Kepha said...

Well, I'm a large guy of Jewish and Scandinavian heritage, and always thought of myself as "white". When I was vacationing in Puerto Rico,a lot of people initially spoke to me in Spanish--although generally they were pretty gracious about using English when I explained in broken Spanish that I was a tourist; and some explained they took me for another local. Some of my father's Sefardi ancestry kicking in? I got the impression that the local people pretty much ran a gamut of physical types.

José M. López Sierra said...

Should criminals be in charge of correcting the wrong they inflicted?

Puerto Ricans vote in elections every 4 years at an 80% level of participation. Puerto Rico has been a colony of the United States (US) government for the past 116 years. If the US government has the final say in what happens in Puerto Rico, what is the purpose of these elections? The purpose is to fool the world that Puerto Rico is a democracy.

The United Nations (UN) declared colonialism a crime against humanity in 1960. The UN has asked the US government 33 times to decolonize Puerto Rico immediately. The US government has refused. It says that Puerto Rico’s political relationship with the United States is none of the UN’s business. The US says that it is a domestic affair.

To appear that the US government wants to decolonize Puerto Rico, it promotes the use of plebiscites to determine what Puerto Ricans want. Doesn’t that sounds innocent and democratic? So what’s the problem?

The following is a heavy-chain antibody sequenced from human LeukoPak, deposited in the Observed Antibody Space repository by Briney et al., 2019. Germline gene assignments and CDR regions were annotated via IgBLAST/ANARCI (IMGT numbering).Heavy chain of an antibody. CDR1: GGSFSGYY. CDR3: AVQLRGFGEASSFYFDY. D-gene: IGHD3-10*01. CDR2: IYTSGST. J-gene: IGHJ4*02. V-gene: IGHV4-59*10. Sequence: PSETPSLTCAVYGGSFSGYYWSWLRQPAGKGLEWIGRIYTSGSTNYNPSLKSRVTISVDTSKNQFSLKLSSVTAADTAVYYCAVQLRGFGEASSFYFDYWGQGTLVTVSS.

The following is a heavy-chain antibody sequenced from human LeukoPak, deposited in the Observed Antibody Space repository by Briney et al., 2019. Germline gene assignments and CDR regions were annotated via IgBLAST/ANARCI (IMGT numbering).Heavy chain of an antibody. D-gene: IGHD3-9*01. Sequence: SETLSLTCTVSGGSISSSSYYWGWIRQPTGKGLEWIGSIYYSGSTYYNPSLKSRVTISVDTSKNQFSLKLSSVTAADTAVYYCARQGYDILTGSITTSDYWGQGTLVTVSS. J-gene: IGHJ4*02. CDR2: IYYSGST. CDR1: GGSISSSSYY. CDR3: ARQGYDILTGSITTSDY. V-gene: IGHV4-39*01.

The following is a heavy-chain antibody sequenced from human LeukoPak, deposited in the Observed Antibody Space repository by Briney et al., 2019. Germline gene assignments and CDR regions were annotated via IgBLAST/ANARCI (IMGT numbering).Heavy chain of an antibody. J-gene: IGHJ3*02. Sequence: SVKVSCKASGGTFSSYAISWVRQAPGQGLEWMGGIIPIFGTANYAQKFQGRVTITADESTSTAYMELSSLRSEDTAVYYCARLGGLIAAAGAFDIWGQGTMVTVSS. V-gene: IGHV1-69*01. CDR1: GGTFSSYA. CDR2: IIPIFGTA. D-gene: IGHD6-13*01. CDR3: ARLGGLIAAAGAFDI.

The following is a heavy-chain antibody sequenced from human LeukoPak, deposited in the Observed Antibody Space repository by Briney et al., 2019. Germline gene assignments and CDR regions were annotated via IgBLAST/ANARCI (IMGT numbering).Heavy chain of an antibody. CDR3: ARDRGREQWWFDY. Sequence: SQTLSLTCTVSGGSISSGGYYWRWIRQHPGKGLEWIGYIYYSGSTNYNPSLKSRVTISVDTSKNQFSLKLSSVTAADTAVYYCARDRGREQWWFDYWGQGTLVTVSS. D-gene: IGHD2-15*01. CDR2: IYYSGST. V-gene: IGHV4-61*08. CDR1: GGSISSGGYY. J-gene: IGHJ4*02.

To begin with, the international community already rendered its verdict and determined that colonialism is illegal. So to have a political status option in a plebiscite that favors maintaining Puerto Rico a colony of the United States is not permitted. To have a political status option of Puerto Rico becoming a state of the United States is also not permitted under international law. The problem goes back to the beginning of this article. In order to have free elections, the country must be free. So before these elections and plebiscite could be valid, Puerto Rico would have to first be an independent nation.

What people must realize is that Puerto Rico is a colony of the US because the US government wants it that way. That is why it has used terrorism to keep it that way. That is why it refuses to release the Puerto Rican political prisoner of 33 years Oscar López Rivera. That is also why it is ridiculous to believe that decolonization is a US internal matter in which the UN has no jurisdiction over. If we allow the US government to decolonize Puerto Rico, she will remain a colony of the United States forever!